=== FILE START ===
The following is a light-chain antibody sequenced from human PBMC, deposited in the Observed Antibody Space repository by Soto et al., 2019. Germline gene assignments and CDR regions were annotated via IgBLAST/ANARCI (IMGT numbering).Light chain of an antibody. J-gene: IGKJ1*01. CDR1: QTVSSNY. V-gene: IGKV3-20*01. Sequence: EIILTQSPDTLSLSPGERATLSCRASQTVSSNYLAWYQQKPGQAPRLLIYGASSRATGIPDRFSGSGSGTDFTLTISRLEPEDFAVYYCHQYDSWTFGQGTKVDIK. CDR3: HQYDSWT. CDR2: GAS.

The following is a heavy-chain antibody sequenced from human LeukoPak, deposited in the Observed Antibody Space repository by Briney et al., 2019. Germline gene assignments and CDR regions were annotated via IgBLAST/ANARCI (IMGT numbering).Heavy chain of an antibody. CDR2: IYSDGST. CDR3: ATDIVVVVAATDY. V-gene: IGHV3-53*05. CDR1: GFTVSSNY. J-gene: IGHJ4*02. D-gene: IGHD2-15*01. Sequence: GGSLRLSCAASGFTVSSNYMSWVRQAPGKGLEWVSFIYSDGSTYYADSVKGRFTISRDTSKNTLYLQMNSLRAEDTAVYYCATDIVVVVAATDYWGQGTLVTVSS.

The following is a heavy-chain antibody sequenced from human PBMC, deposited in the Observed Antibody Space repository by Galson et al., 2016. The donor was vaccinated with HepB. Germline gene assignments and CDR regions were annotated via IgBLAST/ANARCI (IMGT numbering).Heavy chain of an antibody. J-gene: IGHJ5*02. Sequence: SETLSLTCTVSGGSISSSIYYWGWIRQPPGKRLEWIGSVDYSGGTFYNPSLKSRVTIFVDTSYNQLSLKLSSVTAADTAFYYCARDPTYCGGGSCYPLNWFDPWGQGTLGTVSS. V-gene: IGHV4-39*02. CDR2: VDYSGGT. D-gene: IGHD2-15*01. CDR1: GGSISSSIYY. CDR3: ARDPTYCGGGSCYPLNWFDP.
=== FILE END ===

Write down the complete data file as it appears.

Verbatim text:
The following is a light-chain antibody sequenced from human PBMC, deposited in the Observed Antibody Space repository by Soto et al., 2019. Germline gene assignments and CDR regions were annotated via IgBLAST/ANARCI (IMGT numbering).Light chain of an antibody. J-gene: IGKJ1*01. CDR1: QTVSSNY. V-gene: IGKV3-20*01. Sequence: EIILTQSPDTLSLSPGERATLSCRASQTVSSNYLAWYQQKPGQAPRLLIYGASSRATGIPDRFSGSGSGTDFTLTISRLEPEDFAVYYCHQYDSWTFGQGTKVDIK. CDR3: HQYDSWT. CDR2: GAS.

The following is a heavy-chain antibody sequenced from human LeukoPak, deposited in the Observed Antibody Space repository by Briney et al., 2019. Germline gene assignments and CDR regions were annotated via IgBLAST/ANARCI (IMGT numbering).Heavy chain of an antibody. CDR2: IYSDGST. CDR3: ATDIVVVVAATDY. V-gene: IGHV3-53*05. CDR1: GFTVSSNY. J-gene: IGHJ4*02. D-gene: IGHD2-15*01. Sequence: GGSLRLSCAASGFTVSSNYMSWVRQAPGKGLEWVSFIYSDGSTYYADSVKGRFTISRDTSKNTLYLQMNSLRAEDTAVYYCATDIVVVVAATDYWGQGTLVTVSS.

The following is a heavy-chain antibody sequenced from human PBMC, deposited in the Observed Antibody Space repository by Galson et al., 2016. The donor was vaccinated with HepB. Germline gene assignments and CDR regions were annotated via IgBLAST/ANARCI (IMGT numbering).Heavy chain of an antibody. J-gene: IGHJ5*02. Sequence: SETLSLTCTVSGGSISSSIYYWGWIRQPPGKRLEWIGSVDYSGGTFYNPSLKSRVTIFVDTSYNQLSLKLSSVTAADTAFYYCARDPTYCGGGSCYPLNWFDPWGQGTLGTVSS. V-gene: IGHV4-39*02. CDR2: VDYSGGT. D-gene: IGHD2-15*01. CDR1: GGSISSSIYY. CDR3: ARDPTYCGGGSCYPLNWFDP.